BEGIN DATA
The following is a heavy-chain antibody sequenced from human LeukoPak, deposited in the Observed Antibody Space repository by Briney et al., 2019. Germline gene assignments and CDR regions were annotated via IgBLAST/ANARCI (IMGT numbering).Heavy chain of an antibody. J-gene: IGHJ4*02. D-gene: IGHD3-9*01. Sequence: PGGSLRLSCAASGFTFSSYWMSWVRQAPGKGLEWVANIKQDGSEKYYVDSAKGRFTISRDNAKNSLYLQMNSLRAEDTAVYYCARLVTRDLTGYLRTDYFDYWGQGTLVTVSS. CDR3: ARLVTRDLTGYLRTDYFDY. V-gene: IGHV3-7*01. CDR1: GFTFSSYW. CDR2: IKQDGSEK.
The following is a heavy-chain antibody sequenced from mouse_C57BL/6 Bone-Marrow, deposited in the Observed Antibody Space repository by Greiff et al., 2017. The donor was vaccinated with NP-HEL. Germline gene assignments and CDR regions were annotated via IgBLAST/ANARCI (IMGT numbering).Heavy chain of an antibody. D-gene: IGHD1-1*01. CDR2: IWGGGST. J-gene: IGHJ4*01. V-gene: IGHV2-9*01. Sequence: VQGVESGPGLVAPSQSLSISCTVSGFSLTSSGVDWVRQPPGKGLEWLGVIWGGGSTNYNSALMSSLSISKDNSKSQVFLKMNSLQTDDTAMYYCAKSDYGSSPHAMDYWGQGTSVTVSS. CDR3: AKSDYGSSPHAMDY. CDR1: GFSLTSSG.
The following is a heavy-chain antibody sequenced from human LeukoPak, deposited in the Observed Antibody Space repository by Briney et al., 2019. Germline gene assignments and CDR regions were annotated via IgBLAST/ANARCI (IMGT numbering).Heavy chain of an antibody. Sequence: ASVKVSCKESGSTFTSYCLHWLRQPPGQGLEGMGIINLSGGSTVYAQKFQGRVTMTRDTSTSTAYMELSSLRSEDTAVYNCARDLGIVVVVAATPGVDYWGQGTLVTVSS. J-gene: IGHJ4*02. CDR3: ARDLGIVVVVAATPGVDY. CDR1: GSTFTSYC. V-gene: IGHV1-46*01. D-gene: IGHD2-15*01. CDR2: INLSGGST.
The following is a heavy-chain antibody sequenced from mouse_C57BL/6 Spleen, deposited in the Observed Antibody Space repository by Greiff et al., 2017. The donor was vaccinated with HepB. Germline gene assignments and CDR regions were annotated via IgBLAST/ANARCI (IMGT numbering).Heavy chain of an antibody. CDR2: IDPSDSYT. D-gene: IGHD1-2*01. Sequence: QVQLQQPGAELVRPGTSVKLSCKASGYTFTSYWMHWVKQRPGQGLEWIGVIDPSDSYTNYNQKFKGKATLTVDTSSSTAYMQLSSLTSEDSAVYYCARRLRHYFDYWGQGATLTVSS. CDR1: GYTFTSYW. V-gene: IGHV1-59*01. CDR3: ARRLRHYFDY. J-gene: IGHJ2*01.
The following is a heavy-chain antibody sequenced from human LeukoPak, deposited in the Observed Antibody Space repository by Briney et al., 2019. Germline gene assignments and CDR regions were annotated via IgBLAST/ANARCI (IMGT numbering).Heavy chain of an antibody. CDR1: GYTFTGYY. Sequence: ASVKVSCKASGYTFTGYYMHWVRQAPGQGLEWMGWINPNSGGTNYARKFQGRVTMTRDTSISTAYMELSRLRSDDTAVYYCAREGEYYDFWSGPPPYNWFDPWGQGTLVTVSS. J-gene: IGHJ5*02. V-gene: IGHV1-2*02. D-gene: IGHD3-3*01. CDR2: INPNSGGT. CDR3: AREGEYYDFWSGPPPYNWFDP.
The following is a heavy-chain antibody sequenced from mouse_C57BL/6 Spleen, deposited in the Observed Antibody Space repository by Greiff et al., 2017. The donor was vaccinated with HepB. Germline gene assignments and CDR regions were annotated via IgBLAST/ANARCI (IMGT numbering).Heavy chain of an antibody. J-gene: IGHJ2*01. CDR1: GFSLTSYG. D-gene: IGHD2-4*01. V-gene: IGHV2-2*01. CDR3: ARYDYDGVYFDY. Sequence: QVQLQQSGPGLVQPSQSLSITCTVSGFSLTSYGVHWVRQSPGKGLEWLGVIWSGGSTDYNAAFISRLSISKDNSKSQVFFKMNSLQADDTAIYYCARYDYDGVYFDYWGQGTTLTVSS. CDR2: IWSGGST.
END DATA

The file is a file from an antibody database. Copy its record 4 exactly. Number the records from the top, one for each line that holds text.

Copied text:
The following is a heavy-chain antibody sequenced from mouse_C57BL/6 Spleen, deposited in the Observed Antibody Space repository by Greiff et al., 2017. The donor was vaccinated with HepB. Germline gene assignments and CDR regions were annotated via IgBLAST/ANARCI (IMGT numbering).Heavy chain of an antibody. CDR2: IDPSDSYT. D-gene: IGHD1-2*01. Sequence: QVQLQQPGAELVRPGTSVKLSCKASGYTFTSYWMHWVKQRPGQGLEWIGVIDPSDSYTNYNQKFKGKATLTVDTSSSTAYMQLSSLTSEDSAVYYCARRLRHYFDYWGQGATLTVSS. CDR1: GYTFTSYW. V-gene: IGHV1-59*01. CDR3: ARRLRHYFDY. J-gene: IGHJ2*01.